Part of The Wiener Library's Science + Suffering series. Among the worst of the many atrocities committed during World War II were the germ warfare experiments by Japanese doctors. The history of germ warfare unit, code-named Unit 731, was for half a century shrouded in mystery. Set up in 1935 by brilliant bacteriologist, Shiro Ishii, in a remote, high-security headquarters in a village in Japanese-occupied Manchuria, the unit was where Japanese soldier-scientists carried out freezing, ballistics and other experiments on Russian, Chinese, American, British and Australian prisoners. Ishii’s aim was to make a biological weapon that would win the war for Japan. But, unlike his Nazi counterpart, Josef Mengele, Ishii had no reason to take refuge in the jungles of South America at the end of the War. For he and his colleagues pulled off the most incredible deal with their erstwhile enemies.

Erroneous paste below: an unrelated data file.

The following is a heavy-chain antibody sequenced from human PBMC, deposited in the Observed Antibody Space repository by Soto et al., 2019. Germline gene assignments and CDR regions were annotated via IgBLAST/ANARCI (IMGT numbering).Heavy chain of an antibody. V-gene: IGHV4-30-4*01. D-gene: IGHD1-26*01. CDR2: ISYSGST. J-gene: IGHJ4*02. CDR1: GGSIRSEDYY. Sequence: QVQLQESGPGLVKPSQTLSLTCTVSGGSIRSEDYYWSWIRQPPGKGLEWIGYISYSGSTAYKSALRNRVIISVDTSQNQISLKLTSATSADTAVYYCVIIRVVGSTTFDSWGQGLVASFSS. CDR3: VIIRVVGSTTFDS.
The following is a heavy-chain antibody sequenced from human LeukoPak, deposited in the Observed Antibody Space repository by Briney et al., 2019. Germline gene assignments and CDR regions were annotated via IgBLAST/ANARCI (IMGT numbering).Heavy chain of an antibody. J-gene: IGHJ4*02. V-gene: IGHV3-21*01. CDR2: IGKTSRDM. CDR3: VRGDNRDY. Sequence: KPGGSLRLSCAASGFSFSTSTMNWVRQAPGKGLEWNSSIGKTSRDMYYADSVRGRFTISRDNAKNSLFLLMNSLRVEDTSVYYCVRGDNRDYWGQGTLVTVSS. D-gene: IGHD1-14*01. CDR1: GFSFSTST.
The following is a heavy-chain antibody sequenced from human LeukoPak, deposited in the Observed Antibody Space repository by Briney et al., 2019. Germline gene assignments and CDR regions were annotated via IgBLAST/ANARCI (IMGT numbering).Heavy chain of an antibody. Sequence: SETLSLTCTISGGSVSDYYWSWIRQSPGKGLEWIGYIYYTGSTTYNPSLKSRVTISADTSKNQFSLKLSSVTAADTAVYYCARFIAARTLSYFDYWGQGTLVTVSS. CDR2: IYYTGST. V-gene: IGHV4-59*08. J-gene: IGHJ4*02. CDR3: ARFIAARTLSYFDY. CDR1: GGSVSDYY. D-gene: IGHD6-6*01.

6:30pm - 8pm. Tickets free but registration via The Wiener Library website essential.
The Wiener Library, 29 Russell Square, London, London WC1B 5DP
Wednesday 31 May 2017
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